Like—and no offense, Lloyd—but like, maybe, those good burghers who didn't know what went on at Auschwitz and Da­chau? Knowing it was a grossly unfair comparison, though nagged by the worry that somehow it might be relevant, the journalist couldn't translate the thought to words.

Kolbe was saying, “Some people think the Chicken Farm discouraged industry from moving here. I don't think it did. And if it did, was that truly bad? We're progressive, and all that, but why should we ruin our pure air and clean streams and pretty farms? Industrial rot and blight... do we want to trade for a paycheck? People all over America are looking for La Granges to raise their families in.

“My own children, I've watched and listened to see what effect the Chicken Farm might have on them. And I can't see that it's had any. They accept it, as I did—it's just there, it has nothing to do with them or their lives. We talked about it one night right after the bust.

“On the other hand, I can't believe the town's lost significant revenue. I doubt if those girls spent anything like a hundred thousand dollars a year. And, hell, even if they did, that's no money. You take three or four little ole Mom and Pop stores, they'll equal that. The economic factor has been greatly exaggerated. Probably not over six or eight merchants benefited from the Chicken Farm.

“The thing I hate is that La Grange is now known nationwide as a whore town. And we're better people than that.”

After the bust, Kolbe proposed that three each pro and anti Chicken Farmers debate on his radio station: “But it fell flat. People who privately favored it sim­ply refused to go public. We settled for two programs where people called in. They could identify themselves or not. Most didn't. And those who did, well, yeah, I've erased their names from the tapes. I don't want to take advantage of people.”

He flipped a switch. The tape brought the quavery voice of an old woman: “I was borned and raised in La Grange, and I've always been proud. But when we traveled to other states, people would say, 'Oh, that's where that Chicken Farm's at.' And it was embarrassing. You didn't have any answer. Yes, I pray the thing is shut and stays shut.”

A high school girl: “It's been here for about a hundred years! And I doubt the Mafia's been in La Grange any hundred years, don't you? After Marvin Zindler cleans up Houston....”

A housewife: “I'm definitely for the Chicken Farm. Those girls got regular examinations. You knew, if your hus­band went out there, why, at least he'd likely come home clean.”

A dissenting housewife: “Talk about regular inspections, it was no more than weekly. How many times you think they might've been exposed to syphilis and gonorrhea between inspections?”

Another housewife: “It's been a dis­grace. Our kids, when they went off to college, were ashamed to name   their home town.”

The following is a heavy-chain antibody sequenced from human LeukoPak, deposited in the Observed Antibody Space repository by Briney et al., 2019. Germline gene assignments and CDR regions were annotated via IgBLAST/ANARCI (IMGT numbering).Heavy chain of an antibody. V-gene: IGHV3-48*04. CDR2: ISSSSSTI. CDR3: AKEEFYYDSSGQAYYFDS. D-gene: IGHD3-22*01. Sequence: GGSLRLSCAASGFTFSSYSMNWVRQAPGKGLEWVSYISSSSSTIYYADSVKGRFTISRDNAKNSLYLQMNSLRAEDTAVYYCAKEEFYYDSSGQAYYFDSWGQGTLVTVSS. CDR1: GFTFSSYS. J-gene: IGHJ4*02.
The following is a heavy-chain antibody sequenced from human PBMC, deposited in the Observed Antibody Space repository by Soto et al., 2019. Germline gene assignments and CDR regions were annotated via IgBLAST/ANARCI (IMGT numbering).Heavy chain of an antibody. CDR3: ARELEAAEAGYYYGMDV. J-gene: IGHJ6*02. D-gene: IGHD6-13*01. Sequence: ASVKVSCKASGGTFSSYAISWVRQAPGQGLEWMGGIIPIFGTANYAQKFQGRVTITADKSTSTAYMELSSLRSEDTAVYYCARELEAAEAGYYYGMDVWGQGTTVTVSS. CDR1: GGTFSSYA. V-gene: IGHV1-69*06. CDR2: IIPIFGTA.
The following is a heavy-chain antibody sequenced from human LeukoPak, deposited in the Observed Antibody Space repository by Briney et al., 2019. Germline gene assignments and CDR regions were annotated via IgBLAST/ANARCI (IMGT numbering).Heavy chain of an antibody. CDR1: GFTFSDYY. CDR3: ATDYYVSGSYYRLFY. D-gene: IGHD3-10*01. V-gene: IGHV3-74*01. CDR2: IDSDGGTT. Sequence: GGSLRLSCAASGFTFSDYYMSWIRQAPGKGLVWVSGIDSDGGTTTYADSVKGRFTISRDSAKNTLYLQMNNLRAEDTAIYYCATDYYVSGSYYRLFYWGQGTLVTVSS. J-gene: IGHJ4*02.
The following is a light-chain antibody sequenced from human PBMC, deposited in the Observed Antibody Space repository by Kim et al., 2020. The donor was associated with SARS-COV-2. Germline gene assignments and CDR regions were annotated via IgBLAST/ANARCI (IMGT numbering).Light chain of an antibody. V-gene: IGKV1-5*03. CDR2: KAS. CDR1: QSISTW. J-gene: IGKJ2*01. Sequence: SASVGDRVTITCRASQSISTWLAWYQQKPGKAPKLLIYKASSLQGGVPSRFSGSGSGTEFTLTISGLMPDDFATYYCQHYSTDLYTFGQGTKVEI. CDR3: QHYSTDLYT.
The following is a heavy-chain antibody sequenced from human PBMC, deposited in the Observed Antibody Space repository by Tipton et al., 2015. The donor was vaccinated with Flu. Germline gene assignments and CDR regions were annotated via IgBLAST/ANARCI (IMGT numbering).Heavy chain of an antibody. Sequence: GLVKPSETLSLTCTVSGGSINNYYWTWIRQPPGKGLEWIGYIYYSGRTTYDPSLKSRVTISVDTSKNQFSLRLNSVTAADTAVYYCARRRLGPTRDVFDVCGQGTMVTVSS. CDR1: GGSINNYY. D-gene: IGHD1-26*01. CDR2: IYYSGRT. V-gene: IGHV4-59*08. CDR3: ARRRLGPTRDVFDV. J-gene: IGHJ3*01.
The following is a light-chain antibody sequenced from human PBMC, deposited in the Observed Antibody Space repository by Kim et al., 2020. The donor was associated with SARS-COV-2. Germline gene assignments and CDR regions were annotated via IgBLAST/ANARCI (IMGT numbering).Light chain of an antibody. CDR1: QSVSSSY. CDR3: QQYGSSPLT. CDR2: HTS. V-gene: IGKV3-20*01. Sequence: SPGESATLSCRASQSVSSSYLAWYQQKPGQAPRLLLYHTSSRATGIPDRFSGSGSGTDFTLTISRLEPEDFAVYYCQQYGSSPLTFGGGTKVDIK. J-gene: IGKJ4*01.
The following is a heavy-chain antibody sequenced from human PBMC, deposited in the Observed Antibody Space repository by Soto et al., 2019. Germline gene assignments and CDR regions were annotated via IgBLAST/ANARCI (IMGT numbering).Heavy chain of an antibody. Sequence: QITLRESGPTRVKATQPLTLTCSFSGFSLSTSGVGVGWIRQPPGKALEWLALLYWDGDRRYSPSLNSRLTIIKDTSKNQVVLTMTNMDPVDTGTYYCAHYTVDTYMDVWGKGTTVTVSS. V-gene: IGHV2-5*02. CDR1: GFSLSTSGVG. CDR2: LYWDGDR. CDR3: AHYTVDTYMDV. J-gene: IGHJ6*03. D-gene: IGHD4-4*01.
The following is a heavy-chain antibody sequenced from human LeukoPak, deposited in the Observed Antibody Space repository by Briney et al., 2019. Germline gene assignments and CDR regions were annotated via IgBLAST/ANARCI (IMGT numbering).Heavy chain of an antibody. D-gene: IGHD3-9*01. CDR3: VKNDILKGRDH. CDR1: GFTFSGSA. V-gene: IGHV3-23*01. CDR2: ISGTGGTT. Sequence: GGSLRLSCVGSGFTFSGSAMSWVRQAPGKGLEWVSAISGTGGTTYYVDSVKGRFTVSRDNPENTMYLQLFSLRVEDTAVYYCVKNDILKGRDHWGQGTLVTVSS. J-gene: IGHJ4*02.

The Englishman: “I'm relatively new, from England, and I've observed the hazards of street prostitution. It's bad. Young girls—sixteen, eighteen, twenty— live the most sordid lives. I think the Chicken Farm was the best thing that ever happened, a true community asset. You've had no rapes, no murders, no dope. . . .”

Old woman: “I'm from over here in Schulenburg. We don't have rapes and murders over here, and we don't even have a Chicken Farm! So I don't think you need it.” (Lloyd Kolbe, chuckling, broke in: “You mean, ma'am, that no­body drives the whole fifteen miles from Schulenburg to visit the Chicken Farm?”)

Local businessman and civic honcho: “I think Edna ran a real nice clean place. . . . I've traveled more than anybody in La Grange. In places like Chattanooga or Georgia or Illinois, I was proud when people knew about the Chicken Farm; they spoke well of it. In my business place here, a fine-looking lady walked in one day with her son to ask directions out there. Her son had been sent by a specialist doctor to the Chicken Farm for his health—'cause that's what he needed! I say bless the place. It should receive a medallion as one of the best-known his­torical spots and recreational facilities in the United States.”

Old nester with prime Texas twang: “I'm from a neighborning town, and I never heard nobody was hurt by the Chicken Farm. If I didn't have no more faith in my sheriff's department than some of you people, why, I'd just move on down to Houston with the gay fellers....”

Many invoked the Bible. Others awarded brimstone to Marvin Zindler and Governor Briscoe. The majority cited the town's prosperity and cleanli­ness in objecting to publicity “recogniz­ing us for just one thing.” The topper was a salty-sounding young woman: “I'm one hundred percent for the Chicken Farm. And I think we ought to have a studhouse for the women.”

Lloyd Kolbe shut off the tape, laugh­ing: “Boy, we sure 'nuff had some phone calls requesting that lady's name.”

Journalists are predators and vultures; they will rut around in anything, includ­ing trash and garbage, seeking firmer un­derstandings or, perhaps, nothing more than cheap titillations or a lucky spin of the wheel.

When the Chicken Farm closed, to judge by its trash bin, Miss Edna and her functionaries shredded their personal pa­pers in the manner of diplomats under siege in a disadvantaged embassy. One surviving letter, addressed to April and signed by Gene, spoke first of the weather, laundry chores, onion planting and other mundane matters before addressing the human condition: